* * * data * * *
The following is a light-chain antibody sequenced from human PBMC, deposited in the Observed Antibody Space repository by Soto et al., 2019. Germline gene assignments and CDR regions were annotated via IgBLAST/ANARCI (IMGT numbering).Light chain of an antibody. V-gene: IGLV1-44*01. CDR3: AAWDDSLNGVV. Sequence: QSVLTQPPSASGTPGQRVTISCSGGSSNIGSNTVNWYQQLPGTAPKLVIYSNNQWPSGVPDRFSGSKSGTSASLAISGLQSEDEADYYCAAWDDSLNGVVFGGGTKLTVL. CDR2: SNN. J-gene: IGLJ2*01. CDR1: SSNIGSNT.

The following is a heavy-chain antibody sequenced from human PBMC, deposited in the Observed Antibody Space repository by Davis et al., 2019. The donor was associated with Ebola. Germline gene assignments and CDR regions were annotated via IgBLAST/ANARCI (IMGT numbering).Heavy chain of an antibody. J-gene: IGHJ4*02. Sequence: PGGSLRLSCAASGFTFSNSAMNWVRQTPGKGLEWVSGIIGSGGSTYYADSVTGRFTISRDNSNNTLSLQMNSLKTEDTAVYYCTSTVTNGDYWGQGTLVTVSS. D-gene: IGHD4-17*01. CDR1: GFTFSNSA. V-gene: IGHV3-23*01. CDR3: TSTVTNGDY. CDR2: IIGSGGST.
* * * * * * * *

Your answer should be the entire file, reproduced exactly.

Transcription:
The following is a light-chain antibody sequenced from human PBMC, deposited in the Observed Antibody Space repository by Soto et al., 2019. Germline gene assignments and CDR regions were annotated via IgBLAST/ANARCI (IMGT numbering).Light chain of an antibody. V-gene: IGLV1-44*01. CDR3: AAWDDSLNGVV. Sequence: QSVLTQPPSASGTPGQRVTISCSGGSSNIGSNTVNWYQQLPGTAPKLVIYSNNQWPSGVPDRFSGSKSGTSASLAISGLQSEDEADYYCAAWDDSLNGVVFGGGTKLTVL. CDR2: SNN. J-gene: IGLJ2*01. CDR1: SSNIGSNT.

The following is a heavy-chain antibody sequenced from human PBMC, deposited in the Observed Antibody Space repository by Davis et al., 2019. The donor was associated with Ebola. Germline gene assignments and CDR regions were annotated via IgBLAST/ANARCI (IMGT numbering).Heavy chain of an antibody. J-gene: IGHJ4*02. Sequence: PGGSLRLSCAASGFTFSNSAMNWVRQTPGKGLEWVSGIIGSGGSTYYADSVTGRFTISRDNSNNTLSLQMNSLKTEDTAVYYCTSTVTNGDYWGQGTLVTVSS. D-gene: IGHD4-17*01. CDR1: GFTFSNSA. V-gene: IGHV3-23*01. CDR3: TSTVTNGDY. CDR2: IIGSGGST.